tv [untitled] February 17, 2012 5:48pm-6:18pm EST
in this crackdown actually every element of the country taking part in the security when the security forces are taking part all the different sectors but this basically points to the viewer doing this and then when you are in an area like hamas in baba amr and you've been under siege for twelve or so days and without bread water or electricity or any source of communication then to frustrate people now i'm not saying that that means that what you're going to see is sectarian violence again the government is over exaggerating the sectarian violence what we're seeing is in the army. because people are not able to defect they reach a point where they refuse to open fire at civilians and they will be executed by the regime these people these same soldiers that were executed lifted in funeral processions by the regime claiming that terrorist elements sunni terrorist elements killed them if they were a whites that would probably be the scenario and that would cause a conflict the longer the syrian remain within but it is ok but if you want if you really do it by mathematics then met then most of the victims are sunni because the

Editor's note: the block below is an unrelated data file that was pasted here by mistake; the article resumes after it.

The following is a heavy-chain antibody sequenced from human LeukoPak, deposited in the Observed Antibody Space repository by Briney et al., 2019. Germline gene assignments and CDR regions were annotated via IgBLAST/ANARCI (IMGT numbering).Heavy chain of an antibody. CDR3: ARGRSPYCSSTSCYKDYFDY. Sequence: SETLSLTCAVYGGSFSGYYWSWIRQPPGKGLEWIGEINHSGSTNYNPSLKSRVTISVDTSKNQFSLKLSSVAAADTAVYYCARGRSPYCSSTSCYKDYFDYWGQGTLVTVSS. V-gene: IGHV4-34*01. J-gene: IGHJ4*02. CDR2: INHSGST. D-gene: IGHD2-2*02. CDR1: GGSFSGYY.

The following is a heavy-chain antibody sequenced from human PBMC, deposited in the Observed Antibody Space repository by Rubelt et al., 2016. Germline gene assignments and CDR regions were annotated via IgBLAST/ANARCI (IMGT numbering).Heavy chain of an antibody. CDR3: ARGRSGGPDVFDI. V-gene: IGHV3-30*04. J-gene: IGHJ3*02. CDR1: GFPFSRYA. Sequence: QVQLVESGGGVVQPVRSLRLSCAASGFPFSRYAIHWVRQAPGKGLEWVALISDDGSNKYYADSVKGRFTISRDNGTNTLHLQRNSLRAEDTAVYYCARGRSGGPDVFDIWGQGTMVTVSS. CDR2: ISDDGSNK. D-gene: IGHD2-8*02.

regime is not ok at least the leadership is tragic if i go to you the sectarian differences is something that is downplayed a lot in western media but and that helps downplay the role that saudi arabia kuwait another great democracies by the way in the middle east during the arab spring that the role that they're playing there and again it seems to me it's a domino thing it's all about iran it has nothing to do about democracy it has nothing to do about civil liberties it has nothing to do about human rights it has nothing to do with the syrian people it's just that it's leverage to get out there go after hezbollah to go after iran and that's why you know we have al-qaeda and the united states on the same side in syria amazing geopolitics. i think just on the sectarianism aspect i think that tends to get played up in the absence of politics i don't think there's any fundamental political divides between a lot of these different kind of sectarian groups and i think ultimately does speak to a certain lack of a certain lack of shared ideas or